In today’s Western Ukraine, there is still a strong historical memory of the UPA’s resistance. This is cultivated both verbally and visually by the elites and the wider population of Galicia, Volhynia and other regions. In 2014–15, a large, initially semi-regular or irregular, armed volunteer movement was formed that partly referred to the Cossacks, UPA and other past examples of Ukrainian armed resistance. The experience of the broad social volunteer movement during and after the Euromaidan left a mark on the wider population, which supported the irregular and regular fighters. The practical experience and historical learning associated with this period were among the reasons why Russia’s February-March 2022 blitzkrieg scenario did not unfold as smoothly as the covert operation to annex Crimea had done in February-March 2014.

It is possible to identify two pathways for a Russian effort to demilitarise Ukraine, beyond the destruction and capture of equipment that is already taking place. First, there may be an attempt to achieve an “endogenous demilitarisation”. This would result in a form of disarmament that is, for one reason or another, implemented by Kyiv itself. Alternatively, Moscow might try to impose an “exogenous demilitarisation”, using its own or proxy troops and police forces stationed in Ukraine.

It is doubtful, to be sure, that either scenario ever becomes reality. Nevertheless, Moscow may currently be considering both options, or that a combination of both scenarios could be promoted by Russia’s planners. The two scenarios are treated here as two distinct and quasi-ideal-type developments. (Elaboration on various possible permutations of real attempts to implement demilitarisation would demand a longer text.)

Endogenous demilitarisation by Kyiv

The Ukrainian government would not, of course, in and of itself participate in its own country’s demilitarisation. However, it might be forced to agree in writing to conduct a demilitarisation following, for instance, an unconditional capitulation. There are two major instruments by which Moscow could achieve such a capitulation.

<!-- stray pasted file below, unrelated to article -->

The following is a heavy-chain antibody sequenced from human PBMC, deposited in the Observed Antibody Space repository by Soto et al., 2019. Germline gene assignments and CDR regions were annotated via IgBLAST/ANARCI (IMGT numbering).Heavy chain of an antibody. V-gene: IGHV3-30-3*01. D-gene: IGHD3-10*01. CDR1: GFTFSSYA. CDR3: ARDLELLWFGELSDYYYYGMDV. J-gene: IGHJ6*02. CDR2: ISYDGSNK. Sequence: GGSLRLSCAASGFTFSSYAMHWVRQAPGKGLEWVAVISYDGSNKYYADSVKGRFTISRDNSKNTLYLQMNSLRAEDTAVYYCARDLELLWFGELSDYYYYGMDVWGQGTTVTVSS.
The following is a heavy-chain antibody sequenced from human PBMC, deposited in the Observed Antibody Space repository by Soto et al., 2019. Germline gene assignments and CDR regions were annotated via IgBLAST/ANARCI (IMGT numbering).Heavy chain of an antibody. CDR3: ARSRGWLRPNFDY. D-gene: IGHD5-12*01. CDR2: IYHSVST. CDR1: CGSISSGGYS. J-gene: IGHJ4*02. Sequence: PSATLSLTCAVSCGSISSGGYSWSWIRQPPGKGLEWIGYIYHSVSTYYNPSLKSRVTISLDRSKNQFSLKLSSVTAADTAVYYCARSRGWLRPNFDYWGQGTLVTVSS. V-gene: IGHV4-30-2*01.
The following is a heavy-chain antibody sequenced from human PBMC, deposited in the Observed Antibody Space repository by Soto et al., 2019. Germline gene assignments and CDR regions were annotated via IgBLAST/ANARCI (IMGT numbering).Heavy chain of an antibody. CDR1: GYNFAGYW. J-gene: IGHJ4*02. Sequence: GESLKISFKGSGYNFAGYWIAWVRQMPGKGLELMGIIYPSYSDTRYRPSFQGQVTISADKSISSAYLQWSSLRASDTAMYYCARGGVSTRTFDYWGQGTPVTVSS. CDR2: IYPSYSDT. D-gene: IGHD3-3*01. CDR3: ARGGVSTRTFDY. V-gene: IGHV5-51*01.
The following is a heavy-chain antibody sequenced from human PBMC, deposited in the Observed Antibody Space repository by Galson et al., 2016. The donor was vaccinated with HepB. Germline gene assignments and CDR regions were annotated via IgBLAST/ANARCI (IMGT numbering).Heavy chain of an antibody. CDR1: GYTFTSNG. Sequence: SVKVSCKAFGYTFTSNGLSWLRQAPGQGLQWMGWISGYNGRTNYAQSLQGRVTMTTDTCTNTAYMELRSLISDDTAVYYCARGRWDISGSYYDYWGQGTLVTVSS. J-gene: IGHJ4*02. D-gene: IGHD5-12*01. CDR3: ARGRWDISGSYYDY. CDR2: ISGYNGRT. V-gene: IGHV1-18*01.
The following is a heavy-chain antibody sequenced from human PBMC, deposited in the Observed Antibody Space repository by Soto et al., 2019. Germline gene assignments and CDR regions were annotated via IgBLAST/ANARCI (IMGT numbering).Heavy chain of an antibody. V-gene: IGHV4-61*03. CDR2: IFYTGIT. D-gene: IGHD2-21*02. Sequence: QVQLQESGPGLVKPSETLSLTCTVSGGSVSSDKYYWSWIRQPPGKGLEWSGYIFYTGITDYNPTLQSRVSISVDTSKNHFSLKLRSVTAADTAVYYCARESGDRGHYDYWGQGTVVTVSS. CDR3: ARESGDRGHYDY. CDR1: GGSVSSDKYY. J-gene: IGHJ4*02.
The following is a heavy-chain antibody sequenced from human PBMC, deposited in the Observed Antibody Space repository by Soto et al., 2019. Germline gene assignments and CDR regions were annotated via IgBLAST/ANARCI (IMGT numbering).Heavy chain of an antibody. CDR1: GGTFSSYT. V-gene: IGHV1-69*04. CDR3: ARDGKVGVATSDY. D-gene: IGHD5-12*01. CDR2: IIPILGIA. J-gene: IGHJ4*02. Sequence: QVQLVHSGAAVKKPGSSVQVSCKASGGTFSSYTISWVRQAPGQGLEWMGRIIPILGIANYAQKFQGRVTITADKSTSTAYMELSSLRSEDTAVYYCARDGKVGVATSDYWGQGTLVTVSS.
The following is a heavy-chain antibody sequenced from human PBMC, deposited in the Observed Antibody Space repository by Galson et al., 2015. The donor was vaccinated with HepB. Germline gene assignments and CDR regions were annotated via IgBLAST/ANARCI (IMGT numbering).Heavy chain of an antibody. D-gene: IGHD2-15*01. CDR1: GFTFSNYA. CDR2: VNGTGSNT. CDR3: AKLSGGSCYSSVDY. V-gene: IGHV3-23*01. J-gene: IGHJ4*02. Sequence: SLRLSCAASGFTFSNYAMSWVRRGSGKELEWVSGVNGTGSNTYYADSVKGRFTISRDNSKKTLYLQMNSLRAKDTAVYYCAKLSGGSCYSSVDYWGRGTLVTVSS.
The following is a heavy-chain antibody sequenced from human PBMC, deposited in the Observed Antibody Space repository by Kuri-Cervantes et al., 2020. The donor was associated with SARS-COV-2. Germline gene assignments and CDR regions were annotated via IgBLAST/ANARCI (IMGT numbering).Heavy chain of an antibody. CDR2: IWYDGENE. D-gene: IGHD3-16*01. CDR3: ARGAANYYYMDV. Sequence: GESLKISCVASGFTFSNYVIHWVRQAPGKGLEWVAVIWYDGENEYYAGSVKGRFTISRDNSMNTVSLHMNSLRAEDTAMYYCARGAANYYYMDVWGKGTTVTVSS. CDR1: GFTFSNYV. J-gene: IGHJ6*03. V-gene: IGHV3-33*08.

First, Russia could step up its already large-scale bombardment to a carpet bombing of Ukrainian cities, not least the city of Kyiv, until Ukraine capitulated. Alternatively, it could deploy a nuclear warhead or other weapon of mass destruction (WMD) on or over Ukrainian soil, perhaps even within a major city. The first strategy would follow the Allies’ strategy of 1944–45 to force Nazi Germany into an unconditional capitulation. The second would be an attempt to emulate the effect of the US deployment of atomic bombs over Hiroshima and Nagasaki in August 1945.

The first of the two strategies would, for the reasons discussed below, be politically less costly for Russia than the second. It therefore appears, all things considered, somewhat more likely than the second. In fact, large-scale bombing of civilian infrastructure has already taken place in Mariupol and some smaller settlements. This has revived an approach practiced in the Second Chechen War of 1999–2000 and Moscow’s so-called “counterterrorism operation” that continued there until 2009. The current strategy in Ukraine already resembles Russia’s military involvement in the Syrian Civil War in 2015–18.

The use of some kind of WMD in Ukraine is also possible. However, this would only further stigmatise Russia in the West and trigger a currently unspecified reaction, not least from the US. It might also alienate hitherto quasi-neutral geopolitical players such as China and India. Both states abstained in the United Nations General Assembly vote in March that condemned Russia’s official invasion of Ukraine. Such neutrality could become less easy to justify if Russia were to deploy one or more WMDs in Ukraine.

An official Ukrainian capitulation could follow if tens or even hundreds of thousands of Ukrainian civilians were killed by carpet bombing. It could also be the result of the explosion of a nuclear warhead or another form of mass murder, such as chemical and/or biological weapons. A capitulation document could be signed by either the current president and government of Ukraine, or a new leadership. In the second case, assessing whether or not a new government had some degree of legitimacy within Ukraine, or was a mere puppet regime installed by Russia, would be critical for any prospects of an attempted demilitarisation.

An at least moderately legitimate new government would have more authority to peacefully implement varying degrees of demilitarisation. It could also count on some level of popular cooperation. In contrast, a puppet administration would not be much different to an occupying regime, apart perhaps from providing Moscow with some degree of plausible deniability. It would have to enforce demilitarisation by state-terroristic means, such as draconian policing of cities, summary shootings, forced displacement/deportation, hostage taking, show trials and concentration camps.